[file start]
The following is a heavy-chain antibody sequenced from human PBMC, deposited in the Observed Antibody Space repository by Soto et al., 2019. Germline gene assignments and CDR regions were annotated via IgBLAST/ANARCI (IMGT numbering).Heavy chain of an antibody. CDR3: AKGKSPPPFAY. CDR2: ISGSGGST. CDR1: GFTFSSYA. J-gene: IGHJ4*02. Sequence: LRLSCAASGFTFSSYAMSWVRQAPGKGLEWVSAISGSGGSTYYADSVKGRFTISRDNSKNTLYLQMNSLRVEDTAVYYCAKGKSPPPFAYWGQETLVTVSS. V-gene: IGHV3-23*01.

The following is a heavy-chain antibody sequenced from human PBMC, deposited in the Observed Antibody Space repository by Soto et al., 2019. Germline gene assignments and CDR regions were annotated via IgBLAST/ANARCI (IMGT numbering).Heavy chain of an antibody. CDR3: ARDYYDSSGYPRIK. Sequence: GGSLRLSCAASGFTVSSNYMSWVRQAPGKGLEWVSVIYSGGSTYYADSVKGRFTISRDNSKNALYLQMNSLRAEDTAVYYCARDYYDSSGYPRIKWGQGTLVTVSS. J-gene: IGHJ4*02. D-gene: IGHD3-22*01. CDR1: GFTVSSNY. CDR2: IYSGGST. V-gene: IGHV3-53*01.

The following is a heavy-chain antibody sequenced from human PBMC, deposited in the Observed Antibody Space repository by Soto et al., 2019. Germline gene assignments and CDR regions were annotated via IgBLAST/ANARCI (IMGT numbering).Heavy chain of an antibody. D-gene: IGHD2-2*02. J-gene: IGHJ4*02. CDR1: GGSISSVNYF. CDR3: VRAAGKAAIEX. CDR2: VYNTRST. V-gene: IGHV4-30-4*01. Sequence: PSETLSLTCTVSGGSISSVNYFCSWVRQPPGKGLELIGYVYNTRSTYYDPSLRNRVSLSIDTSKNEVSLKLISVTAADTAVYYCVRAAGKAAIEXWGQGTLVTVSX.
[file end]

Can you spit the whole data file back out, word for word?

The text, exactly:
The following is a heavy-chain antibody sequenced from human PBMC, deposited in the Observed Antibody Space repository by Soto et al., 2019. Germline gene assignments and CDR regions were annotated via IgBLAST/ANARCI (IMGT numbering).Heavy chain of an antibody. CDR3: AKGKSPPPFAY. CDR2: ISGSGGST. CDR1: GFTFSSYA. J-gene: IGHJ4*02. Sequence: LRLSCAASGFTFSSYAMSWVRQAPGKGLEWVSAISGSGGSTYYADSVKGRFTISRDNSKNTLYLQMNSLRVEDTAVYYCAKGKSPPPFAYWGQETLVTVSS. V-gene: IGHV3-23*01.

The following is a heavy-chain antibody sequenced from human PBMC, deposited in the Observed Antibody Space repository by Soto et al., 2019. Germline gene assignments and CDR regions were annotated via IgBLAST/ANARCI (IMGT numbering).Heavy chain of an antibody. CDR3: ARDYYDSSGYPRIK. Sequence: GGSLRLSCAASGFTVSSNYMSWVRQAPGKGLEWVSVIYSGGSTYYADSVKGRFTISRDNSKNALYLQMNSLRAEDTAVYYCARDYYDSSGYPRIKWGQGTLVTVSS. J-gene: IGHJ4*02. D-gene: IGHD3-22*01. CDR1: GFTVSSNY. CDR2: IYSGGST. V-gene: IGHV3-53*01.

The following is a heavy-chain antibody sequenced from human PBMC, deposited in the Observed Antibody Space repository by Soto et al., 2019. Germline gene assignments and CDR regions were annotated via IgBLAST/ANARCI (IMGT numbering).Heavy chain of an antibody. D-gene: IGHD2-2*02. J-gene: IGHJ4*02. CDR1: GGSISSVNYF. CDR3: VRAAGKAAIEX. CDR2: VYNTRST. V-gene: IGHV4-30-4*01. Sequence: PSETLSLTCTVSGGSISSVNYFCSWVRQPPGKGLELIGYVYNTRSTYYDPSLRNRVSLSIDTSKNEVSLKLISVTAADTAVYYCVRAAGKAAIEXWGQGTLVTVSX.